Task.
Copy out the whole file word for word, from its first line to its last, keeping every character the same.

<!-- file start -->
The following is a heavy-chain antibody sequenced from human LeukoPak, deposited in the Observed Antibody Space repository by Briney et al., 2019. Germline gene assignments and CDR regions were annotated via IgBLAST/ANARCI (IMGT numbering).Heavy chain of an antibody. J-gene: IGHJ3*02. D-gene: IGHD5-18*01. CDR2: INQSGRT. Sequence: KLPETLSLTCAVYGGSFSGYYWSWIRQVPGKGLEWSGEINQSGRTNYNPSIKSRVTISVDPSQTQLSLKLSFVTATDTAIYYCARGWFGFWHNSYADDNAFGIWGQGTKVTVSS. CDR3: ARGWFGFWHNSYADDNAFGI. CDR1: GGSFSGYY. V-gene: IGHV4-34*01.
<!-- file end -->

The following is a heavy-chain antibody sequenced from human LeukoPak, deposited in the Observed Antibody Space repository by Briney et al., 2019. Germline gene assignments and CDR regions were annotated via IgBLAST/ANARCI (IMGT numbering).Heavy chain of an antibody. J-gene: IGHJ3*02. D-gene: IGHD5-18*01. CDR2: INQSGRT. Sequence: KLPETLSLTCAVYGGSFSGYYWSWIRQVPGKGLEWSGEINQSGRTNYNPSIKSRVTISVDPSQTQLSLKLSFVTATDTAIYYCARGWFGFWHNSYADDNAFGIWGQGTKVTVSS. CDR3: ARGWFGFWHNSYADDNAFGI. CDR1: GGSFSGYY. V-gene: IGHV4-34*01.